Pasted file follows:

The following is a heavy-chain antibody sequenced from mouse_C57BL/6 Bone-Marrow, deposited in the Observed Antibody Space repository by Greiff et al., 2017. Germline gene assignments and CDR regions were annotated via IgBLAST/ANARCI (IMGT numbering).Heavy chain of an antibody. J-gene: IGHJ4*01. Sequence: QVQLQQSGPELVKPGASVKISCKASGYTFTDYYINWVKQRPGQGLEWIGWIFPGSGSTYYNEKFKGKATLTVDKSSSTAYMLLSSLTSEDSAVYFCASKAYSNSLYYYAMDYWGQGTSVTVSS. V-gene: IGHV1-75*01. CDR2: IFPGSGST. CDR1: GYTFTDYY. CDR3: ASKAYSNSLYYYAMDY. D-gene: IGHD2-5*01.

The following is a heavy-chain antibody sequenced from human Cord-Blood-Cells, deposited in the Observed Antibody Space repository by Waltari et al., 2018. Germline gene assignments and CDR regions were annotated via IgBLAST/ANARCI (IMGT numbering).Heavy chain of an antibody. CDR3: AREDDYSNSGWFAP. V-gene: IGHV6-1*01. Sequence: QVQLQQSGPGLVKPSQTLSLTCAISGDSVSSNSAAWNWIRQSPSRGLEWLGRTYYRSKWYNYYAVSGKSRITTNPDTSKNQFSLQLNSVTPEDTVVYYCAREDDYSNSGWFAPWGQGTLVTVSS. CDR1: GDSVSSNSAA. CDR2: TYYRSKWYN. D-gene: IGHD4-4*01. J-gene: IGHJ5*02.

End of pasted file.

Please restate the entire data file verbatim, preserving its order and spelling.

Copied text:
The following is a heavy-chain antibody sequenced from mouse_C57BL/6 Bone-Marrow, deposited in the Observed Antibody Space repository by Greiff et al., 2017. Germline gene assignments and CDR regions were annotated via IgBLAST/ANARCI (IMGT numbering).Heavy chain of an antibody. J-gene: IGHJ4*01. Sequence: QVQLQQSGPELVKPGASVKISCKASGYTFTDYYINWVKQRPGQGLEWIGWIFPGSGSTYYNEKFKGKATLTVDKSSSTAYMLLSSLTSEDSAVYFCASKAYSNSLYYYAMDYWGQGTSVTVSS. V-gene: IGHV1-75*01. CDR2: IFPGSGST. CDR1: GYTFTDYY. CDR3: ASKAYSNSLYYYAMDY. D-gene: IGHD2-5*01.

The following is a heavy-chain antibody sequenced from human Cord-Blood-Cells, deposited in the Observed Antibody Space repository by Waltari et al., 2018. Germline gene assignments and CDR regions were annotated via IgBLAST/ANARCI (IMGT numbering).Heavy chain of an antibody. CDR3: AREDDYSNSGWFAP. V-gene: IGHV6-1*01. Sequence: QVQLQQSGPGLVKPSQTLSLTCAISGDSVSSNSAAWNWIRQSPSRGLEWLGRTYYRSKWYNYYAVSGKSRITTNPDTSKNQFSLQLNSVTPEDTVVYYCAREDDYSNSGWFAPWGQGTLVTVSS. CDR1: GDSVSSNSAA. CDR2: TYYRSKWYN. D-gene: IGHD4-4*01. J-gene: IGHJ5*02.